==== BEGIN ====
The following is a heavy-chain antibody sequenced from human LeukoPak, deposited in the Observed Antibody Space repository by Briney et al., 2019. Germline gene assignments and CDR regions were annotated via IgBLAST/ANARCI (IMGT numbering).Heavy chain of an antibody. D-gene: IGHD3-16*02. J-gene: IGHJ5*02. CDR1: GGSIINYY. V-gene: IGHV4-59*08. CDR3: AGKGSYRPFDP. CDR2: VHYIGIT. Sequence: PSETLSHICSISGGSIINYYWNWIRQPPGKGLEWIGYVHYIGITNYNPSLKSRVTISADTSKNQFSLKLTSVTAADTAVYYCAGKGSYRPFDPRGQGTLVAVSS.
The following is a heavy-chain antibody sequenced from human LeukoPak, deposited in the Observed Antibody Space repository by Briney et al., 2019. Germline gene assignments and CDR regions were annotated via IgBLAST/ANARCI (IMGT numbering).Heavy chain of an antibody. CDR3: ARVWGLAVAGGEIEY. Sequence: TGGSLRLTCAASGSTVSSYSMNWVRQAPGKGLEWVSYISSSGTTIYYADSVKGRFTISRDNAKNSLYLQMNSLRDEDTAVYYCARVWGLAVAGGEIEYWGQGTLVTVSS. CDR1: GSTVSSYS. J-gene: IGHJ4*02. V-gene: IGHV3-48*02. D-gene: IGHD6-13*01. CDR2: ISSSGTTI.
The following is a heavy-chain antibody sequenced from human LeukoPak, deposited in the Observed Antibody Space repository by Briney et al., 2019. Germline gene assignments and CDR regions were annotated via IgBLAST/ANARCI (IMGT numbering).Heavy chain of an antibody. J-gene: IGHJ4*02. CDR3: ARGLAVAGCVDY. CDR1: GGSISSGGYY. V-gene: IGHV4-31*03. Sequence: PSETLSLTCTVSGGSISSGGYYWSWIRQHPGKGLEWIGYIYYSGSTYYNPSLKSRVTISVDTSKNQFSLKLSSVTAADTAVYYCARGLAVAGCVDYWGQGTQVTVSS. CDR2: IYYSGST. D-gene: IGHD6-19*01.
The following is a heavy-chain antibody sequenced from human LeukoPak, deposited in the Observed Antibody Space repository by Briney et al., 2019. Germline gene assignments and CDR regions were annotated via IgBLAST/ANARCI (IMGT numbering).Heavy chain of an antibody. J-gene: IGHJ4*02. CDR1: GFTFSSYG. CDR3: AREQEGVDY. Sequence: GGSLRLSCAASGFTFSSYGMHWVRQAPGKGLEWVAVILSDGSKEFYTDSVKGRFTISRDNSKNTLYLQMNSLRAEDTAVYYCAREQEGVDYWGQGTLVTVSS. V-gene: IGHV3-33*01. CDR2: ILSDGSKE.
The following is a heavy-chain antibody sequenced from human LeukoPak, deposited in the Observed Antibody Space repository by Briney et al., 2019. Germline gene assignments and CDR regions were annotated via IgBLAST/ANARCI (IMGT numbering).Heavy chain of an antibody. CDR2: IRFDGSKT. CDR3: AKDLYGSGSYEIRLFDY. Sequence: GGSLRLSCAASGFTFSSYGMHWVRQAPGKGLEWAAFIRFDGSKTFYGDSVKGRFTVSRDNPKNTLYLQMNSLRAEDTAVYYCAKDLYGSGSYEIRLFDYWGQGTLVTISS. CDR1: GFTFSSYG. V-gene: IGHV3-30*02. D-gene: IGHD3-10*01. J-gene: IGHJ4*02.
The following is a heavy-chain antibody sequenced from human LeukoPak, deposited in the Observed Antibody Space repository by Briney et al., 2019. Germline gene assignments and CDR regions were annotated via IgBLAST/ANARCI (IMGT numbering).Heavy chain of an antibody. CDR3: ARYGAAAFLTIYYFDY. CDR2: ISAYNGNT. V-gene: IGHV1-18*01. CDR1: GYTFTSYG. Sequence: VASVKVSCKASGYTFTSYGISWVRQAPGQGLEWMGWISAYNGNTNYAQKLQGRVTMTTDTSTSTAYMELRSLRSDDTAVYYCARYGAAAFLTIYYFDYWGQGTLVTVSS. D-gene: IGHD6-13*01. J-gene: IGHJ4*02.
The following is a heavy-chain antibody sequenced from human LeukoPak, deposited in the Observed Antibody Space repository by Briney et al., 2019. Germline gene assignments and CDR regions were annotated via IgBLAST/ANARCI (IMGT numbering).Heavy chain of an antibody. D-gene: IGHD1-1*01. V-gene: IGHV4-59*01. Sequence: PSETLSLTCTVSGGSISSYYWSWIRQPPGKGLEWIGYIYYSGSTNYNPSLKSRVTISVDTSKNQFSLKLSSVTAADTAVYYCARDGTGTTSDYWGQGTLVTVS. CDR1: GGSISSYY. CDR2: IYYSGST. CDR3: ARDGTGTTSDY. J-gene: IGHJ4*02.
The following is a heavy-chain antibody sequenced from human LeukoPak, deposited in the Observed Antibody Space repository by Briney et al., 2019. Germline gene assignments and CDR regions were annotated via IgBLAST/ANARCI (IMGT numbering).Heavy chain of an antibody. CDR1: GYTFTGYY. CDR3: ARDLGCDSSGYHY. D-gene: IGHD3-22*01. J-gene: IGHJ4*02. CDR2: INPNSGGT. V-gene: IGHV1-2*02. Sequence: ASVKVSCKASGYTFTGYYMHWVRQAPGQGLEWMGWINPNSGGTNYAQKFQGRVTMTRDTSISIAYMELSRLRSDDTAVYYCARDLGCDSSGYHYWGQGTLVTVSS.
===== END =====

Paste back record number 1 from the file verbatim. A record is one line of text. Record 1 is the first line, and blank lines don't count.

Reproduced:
The following is a heavy-chain antibody sequenced from human LeukoPak, deposited in the Observed Antibody Space repository by Briney et al., 2019. Germline gene assignments and CDR regions were annotated via IgBLAST/ANARCI (IMGT numbering).Heavy chain of an antibody. D-gene: IGHD3-16*02. J-gene: IGHJ5*02. CDR1: GGSIINYY. V-gene: IGHV4-59*08. CDR3: AGKGSYRPFDP. CDR2: VHYIGIT. Sequence: PSETLSHICSISGGSIINYYWNWIRQPPGKGLEWIGYVHYIGITNYNPSLKSRVTISADTSKNQFSLKLTSVTAADTAVYYCAGKGSYRPFDPRGQGTLVAVSS.